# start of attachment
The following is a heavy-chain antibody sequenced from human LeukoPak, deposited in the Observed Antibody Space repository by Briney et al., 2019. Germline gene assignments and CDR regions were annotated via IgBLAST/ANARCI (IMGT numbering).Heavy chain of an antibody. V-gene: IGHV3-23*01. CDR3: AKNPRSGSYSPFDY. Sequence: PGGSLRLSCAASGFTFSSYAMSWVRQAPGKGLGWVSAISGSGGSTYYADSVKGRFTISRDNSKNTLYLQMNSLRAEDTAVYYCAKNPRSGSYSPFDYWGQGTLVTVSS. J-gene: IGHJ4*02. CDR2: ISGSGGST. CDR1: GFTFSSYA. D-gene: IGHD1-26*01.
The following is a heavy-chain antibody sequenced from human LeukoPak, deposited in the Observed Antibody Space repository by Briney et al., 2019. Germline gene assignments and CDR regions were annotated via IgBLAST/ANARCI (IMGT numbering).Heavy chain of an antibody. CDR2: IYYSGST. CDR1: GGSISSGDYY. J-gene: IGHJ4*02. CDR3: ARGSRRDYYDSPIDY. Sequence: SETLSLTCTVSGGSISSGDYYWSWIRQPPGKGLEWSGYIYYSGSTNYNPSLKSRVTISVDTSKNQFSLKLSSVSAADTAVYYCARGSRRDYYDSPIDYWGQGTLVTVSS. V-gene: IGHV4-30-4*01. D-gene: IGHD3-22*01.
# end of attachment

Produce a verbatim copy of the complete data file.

The following is a heavy-chain antibody sequenced from human LeukoPak, deposited in the Observed Antibody Space repository by Briney et al., 2019. Germline gene assignments and CDR regions were annotated via IgBLAST/ANARCI (IMGT numbering).Heavy chain of an antibody. V-gene: IGHV3-23*01. CDR3: AKNPRSGSYSPFDY. Sequence: PGGSLRLSCAASGFTFSSYAMSWVRQAPGKGLGWVSAISGSGGSTYYADSVKGRFTISRDNSKNTLYLQMNSLRAEDTAVYYCAKNPRSGSYSPFDYWGQGTLVTVSS. J-gene: IGHJ4*02. CDR2: ISGSGGST. CDR1: GFTFSSYA. D-gene: IGHD1-26*01.
The following is a heavy-chain antibody sequenced from human LeukoPak, deposited in the Observed Antibody Space repository by Briney et al., 2019. Germline gene assignments and CDR regions were annotated via IgBLAST/ANARCI (IMGT numbering).Heavy chain of an antibody. CDR2: IYYSGST. CDR1: GGSISSGDYY. J-gene: IGHJ4*02. CDR3: ARGSRRDYYDSPIDY. Sequence: SETLSLTCTVSGGSISSGDYYWSWIRQPPGKGLEWSGYIYYSGSTNYNPSLKSRVTISVDTSKNQFSLKLSSVSAADTAVYYCARGSRRDYYDSPIDYWGQGTLVTVSS. V-gene: IGHV4-30-4*01. D-gene: IGHD3-22*01.